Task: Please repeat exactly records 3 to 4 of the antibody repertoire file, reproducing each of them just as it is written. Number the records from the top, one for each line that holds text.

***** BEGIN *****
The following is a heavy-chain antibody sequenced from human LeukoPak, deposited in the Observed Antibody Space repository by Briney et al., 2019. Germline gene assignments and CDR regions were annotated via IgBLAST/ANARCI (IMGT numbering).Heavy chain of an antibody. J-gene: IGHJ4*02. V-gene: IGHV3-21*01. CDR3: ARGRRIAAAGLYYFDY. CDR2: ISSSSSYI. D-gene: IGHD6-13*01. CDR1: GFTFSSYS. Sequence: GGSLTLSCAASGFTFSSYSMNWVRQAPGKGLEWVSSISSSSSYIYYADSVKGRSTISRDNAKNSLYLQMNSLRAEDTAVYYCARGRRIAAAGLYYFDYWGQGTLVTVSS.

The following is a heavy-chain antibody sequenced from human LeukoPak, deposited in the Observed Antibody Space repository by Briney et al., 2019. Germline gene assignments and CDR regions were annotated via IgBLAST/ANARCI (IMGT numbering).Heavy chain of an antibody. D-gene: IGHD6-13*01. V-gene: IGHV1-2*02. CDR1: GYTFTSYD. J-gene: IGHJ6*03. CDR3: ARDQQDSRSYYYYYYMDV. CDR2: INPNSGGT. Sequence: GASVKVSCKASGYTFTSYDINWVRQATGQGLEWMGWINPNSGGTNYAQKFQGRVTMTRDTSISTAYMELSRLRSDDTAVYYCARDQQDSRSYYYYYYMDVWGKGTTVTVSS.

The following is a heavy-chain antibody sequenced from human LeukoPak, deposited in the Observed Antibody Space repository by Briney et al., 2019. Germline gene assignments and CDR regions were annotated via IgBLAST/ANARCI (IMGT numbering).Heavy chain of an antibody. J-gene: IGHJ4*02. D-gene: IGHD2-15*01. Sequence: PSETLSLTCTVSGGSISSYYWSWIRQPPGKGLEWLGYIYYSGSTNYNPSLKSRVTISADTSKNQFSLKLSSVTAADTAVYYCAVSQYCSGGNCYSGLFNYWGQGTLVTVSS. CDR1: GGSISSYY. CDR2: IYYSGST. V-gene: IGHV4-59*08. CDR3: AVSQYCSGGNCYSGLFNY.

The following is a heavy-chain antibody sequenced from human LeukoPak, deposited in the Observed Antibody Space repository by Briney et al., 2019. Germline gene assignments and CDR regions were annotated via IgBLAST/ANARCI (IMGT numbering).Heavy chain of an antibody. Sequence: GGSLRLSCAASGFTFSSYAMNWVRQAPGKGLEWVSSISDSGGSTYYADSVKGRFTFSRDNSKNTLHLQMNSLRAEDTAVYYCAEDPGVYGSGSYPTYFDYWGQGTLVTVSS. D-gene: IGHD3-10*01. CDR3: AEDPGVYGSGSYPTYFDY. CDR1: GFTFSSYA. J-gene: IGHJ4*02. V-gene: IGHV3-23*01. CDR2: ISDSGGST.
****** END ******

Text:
The following is a heavy-chain antibody sequenced from human LeukoPak, deposited in the Observed Antibody Space repository by Briney et al., 2019. Germline gene assignments and CDR regions were annotated via IgBLAST/ANARCI (IMGT numbering).Heavy chain of an antibody. J-gene: IGHJ4*02. D-gene: IGHD2-15*01. Sequence: PSETLSLTCTVSGGSISSYYWSWIRQPPGKGLEWLGYIYYSGSTNYNPSLKSRVTISADTSKNQFSLKLSSVTAADTAVYYCAVSQYCSGGNCYSGLFNYWGQGTLVTVSS. CDR1: GGSISSYY. CDR2: IYYSGST. V-gene: IGHV4-59*08. CDR3: AVSQYCSGGNCYSGLFNY.

The following is a heavy-chain antibody sequenced from human LeukoPak, deposited in the Observed Antibody Space repository by Briney et al., 2019. Germline gene assignments and CDR regions were annotated via IgBLAST/ANARCI (IMGT numbering).Heavy chain of an antibody. Sequence: GGSLRLSCAASGFTFSSYAMNWVRQAPGKGLEWVSSISDSGGSTYYADSVKGRFTFSRDNSKNTLHLQMNSLRAEDTAVYYCAEDPGVYGSGSYPTYFDYWGQGTLVTVSS. D-gene: IGHD3-10*01. CDR3: AEDPGVYGSGSYPTYFDY. CDR1: GFTFSSYA. J-gene: IGHJ4*02. V-gene: IGHV3-23*01. CDR2: ISDSGGST.